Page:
Vassals

Before being deposed, the following beings served the Hag Countess, some of them being former servants to Moloch:

  • Axacrusis, a paeliryon devil, her chancellor. For angrily questioning Glasya's claim to Malbolge, Glaysa punished him by commanding it to disembowel itself, then tortured it by commanding her retinue of imps to eternally feast on its entrails.[1]:61
  • Beleth, Prince of Imps.[6]
  • Bloodcurdle - A powerful cauchemar nightmare who serves as his mistress' steed and personal confidante. Is also being tortured at Glaysa's command for having thrown her into a lake of acid.
  • Coven of night hags of maximum power.[5]

Apocrypha

According to 3rd party material produced by Green Ronin, the Hag Countess and Lilith are one and the same, a unique being who has changed her name through the ages.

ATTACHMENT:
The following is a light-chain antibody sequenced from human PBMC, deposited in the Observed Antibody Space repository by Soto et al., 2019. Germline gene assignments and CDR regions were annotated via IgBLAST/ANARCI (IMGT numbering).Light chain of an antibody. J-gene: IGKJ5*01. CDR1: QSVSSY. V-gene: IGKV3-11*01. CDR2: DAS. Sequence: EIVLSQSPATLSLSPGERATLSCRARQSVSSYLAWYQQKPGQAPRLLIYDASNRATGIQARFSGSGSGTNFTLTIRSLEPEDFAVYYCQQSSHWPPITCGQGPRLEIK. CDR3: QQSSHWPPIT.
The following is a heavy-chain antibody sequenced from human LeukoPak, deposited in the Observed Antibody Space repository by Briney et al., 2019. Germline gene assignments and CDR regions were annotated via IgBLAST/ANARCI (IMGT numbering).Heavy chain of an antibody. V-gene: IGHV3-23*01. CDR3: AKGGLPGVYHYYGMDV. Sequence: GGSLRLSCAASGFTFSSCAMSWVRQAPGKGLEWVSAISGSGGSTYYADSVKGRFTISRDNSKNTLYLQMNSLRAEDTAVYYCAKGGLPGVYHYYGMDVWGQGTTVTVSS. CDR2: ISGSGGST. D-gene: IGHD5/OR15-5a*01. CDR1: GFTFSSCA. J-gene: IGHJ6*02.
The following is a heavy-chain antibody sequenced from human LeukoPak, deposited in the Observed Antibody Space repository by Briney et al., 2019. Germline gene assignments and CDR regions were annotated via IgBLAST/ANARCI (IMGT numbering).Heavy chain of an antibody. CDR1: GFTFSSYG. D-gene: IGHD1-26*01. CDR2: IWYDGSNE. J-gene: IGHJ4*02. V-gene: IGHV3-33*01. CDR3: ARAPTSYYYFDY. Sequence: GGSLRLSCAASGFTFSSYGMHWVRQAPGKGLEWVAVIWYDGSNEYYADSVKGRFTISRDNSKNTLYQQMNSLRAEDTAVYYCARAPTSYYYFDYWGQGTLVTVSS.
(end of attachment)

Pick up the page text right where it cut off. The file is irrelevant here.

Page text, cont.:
In The Unholy Warrior's Handbook by Robert J. Schwalb, "Lilith" is also known as the Hag. Her servants are listed as Lel, Marquise of the Night, a tribune, and a few generals. [7]

The Book of the Righteous by Aaron Loeb provides a creation myth for this version of the Hag. In this version, she was created from one of the div, beings born of fire at the beginning of time. The text calls her "mother of beasts" and states that countless monstrous races, including giants, trolls, and goblins, sprang from her womb.[8]

Critical reception

"Wyrdmaster," in a review for the Book of Vile Darkness[9], criticized the inclusion of game statistics for characters of the Hag Countess's power level. "Madpoet," at 3rdedition.org, said that chapter was "the most useless section." [10] Ricardo Lopez, Creator of the Empyrean d20 setting stated, "The Hag Countess was one of my favorite Arch-Lords, but unfortunately, the power design of her character was inaccurate to the character bio and background of such an esteemed NPC."